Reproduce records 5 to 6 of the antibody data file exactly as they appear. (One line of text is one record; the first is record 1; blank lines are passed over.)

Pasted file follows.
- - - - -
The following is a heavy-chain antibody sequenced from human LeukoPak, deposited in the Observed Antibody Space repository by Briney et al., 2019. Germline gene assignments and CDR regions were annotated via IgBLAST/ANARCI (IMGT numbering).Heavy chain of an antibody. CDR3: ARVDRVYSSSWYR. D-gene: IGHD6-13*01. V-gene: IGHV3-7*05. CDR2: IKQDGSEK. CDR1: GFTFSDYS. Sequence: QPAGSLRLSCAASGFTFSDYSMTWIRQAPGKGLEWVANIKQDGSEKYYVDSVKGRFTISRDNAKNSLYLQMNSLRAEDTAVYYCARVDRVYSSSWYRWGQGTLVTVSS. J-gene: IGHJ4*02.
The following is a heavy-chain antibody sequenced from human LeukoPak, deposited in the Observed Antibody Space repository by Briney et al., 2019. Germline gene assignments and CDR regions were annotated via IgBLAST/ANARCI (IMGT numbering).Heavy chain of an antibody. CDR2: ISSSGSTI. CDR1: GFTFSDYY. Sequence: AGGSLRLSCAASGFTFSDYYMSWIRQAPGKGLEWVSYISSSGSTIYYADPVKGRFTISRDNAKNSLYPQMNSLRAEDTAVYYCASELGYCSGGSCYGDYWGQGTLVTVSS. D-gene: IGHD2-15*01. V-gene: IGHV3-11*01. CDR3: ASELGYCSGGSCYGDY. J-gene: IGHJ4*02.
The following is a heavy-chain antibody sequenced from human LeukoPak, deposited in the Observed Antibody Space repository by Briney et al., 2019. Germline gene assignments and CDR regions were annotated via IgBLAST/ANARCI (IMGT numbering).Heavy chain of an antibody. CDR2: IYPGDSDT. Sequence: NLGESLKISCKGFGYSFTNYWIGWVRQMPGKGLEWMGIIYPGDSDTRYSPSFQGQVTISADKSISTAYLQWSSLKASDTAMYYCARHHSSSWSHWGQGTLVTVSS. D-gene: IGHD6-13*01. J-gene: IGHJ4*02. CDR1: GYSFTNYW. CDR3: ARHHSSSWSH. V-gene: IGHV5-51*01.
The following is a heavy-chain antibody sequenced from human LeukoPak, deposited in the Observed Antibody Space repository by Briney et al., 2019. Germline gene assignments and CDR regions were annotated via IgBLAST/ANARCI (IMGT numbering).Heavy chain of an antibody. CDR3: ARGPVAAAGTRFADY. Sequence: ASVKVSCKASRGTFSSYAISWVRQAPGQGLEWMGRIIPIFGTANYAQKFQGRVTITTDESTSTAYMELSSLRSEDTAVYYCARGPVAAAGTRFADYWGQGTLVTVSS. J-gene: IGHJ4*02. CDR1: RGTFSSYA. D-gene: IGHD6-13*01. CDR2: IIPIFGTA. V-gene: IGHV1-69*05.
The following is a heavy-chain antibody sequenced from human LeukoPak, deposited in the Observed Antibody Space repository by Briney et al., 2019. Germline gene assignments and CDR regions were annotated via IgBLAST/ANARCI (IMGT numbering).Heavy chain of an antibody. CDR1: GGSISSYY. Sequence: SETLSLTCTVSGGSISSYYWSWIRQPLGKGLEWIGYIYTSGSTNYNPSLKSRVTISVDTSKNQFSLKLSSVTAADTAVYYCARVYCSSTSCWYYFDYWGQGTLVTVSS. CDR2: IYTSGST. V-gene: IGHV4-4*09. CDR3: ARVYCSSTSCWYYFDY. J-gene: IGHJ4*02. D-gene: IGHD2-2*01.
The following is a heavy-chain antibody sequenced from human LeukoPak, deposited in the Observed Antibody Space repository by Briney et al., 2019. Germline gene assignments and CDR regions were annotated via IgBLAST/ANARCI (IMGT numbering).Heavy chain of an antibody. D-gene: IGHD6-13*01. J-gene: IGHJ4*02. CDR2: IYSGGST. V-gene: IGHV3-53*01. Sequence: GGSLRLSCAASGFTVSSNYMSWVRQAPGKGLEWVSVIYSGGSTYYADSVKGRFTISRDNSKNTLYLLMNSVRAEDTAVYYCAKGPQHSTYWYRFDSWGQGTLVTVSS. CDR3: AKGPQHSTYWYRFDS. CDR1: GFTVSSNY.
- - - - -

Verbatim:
The following is a heavy-chain antibody sequenced from human LeukoPak, deposited in the Observed Antibody Space repository by Briney et al., 2019. Germline gene assignments and CDR regions were annotated via IgBLAST/ANARCI (IMGT numbering).Heavy chain of an antibody. CDR1: GGSISSYY. Sequence: SETLSLTCTVSGGSISSYYWSWIRQPLGKGLEWIGYIYTSGSTNYNPSLKSRVTISVDTSKNQFSLKLSSVTAADTAVYYCARVYCSSTSCWYYFDYWGQGTLVTVSS. CDR2: IYTSGST. V-gene: IGHV4-4*09. CDR3: ARVYCSSTSCWYYFDY. J-gene: IGHJ4*02. D-gene: IGHD2-2*01.
The following is a heavy-chain antibody sequenced from human LeukoPak, deposited in the Observed Antibody Space repository by Briney et al., 2019. Germline gene assignments and CDR regions were annotated via IgBLAST/ANARCI (IMGT numbering).Heavy chain of an antibody. D-gene: IGHD6-13*01. J-gene: IGHJ4*02. CDR2: IYSGGST. V-gene: IGHV3-53*01. Sequence: GGSLRLSCAASGFTVSSNYMSWVRQAPGKGLEWVSVIYSGGSTYYADSVKGRFTISRDNSKNTLYLLMNSVRAEDTAVYYCAKGPQHSTYWYRFDSWGQGTLVTVSS. CDR3: AKGPQHSTYWYRFDS. CDR1: GFTVSSNY.